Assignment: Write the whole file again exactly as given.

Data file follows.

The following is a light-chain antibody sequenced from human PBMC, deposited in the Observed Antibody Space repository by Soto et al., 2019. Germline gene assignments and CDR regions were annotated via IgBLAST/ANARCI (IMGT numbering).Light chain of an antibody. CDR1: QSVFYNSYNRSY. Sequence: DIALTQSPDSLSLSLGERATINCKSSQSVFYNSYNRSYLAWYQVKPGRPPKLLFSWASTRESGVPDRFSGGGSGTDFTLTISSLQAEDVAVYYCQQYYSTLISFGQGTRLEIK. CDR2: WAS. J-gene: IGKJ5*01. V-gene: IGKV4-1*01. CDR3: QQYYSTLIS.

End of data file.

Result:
The following is a light-chain antibody sequenced from human PBMC, deposited in the Observed Antibody Space repository by Soto et al., 2019. Germline gene assignments and CDR regions were annotated via IgBLAST/ANARCI (IMGT numbering).Light chain of an antibody. CDR1: QSVFYNSYNRSY. Sequence: DIALTQSPDSLSLSLGERATINCKSSQSVFYNSYNRSYLAWYQVKPGRPPKLLFSWASTRESGVPDRFSGGGSGTDFTLTISSLQAEDVAVYYCQQYYSTLISFGQGTRLEIK. CDR2: WAS. J-gene: IGKJ5*01. V-gene: IGKV4-1*01. CDR3: QQYYSTLIS.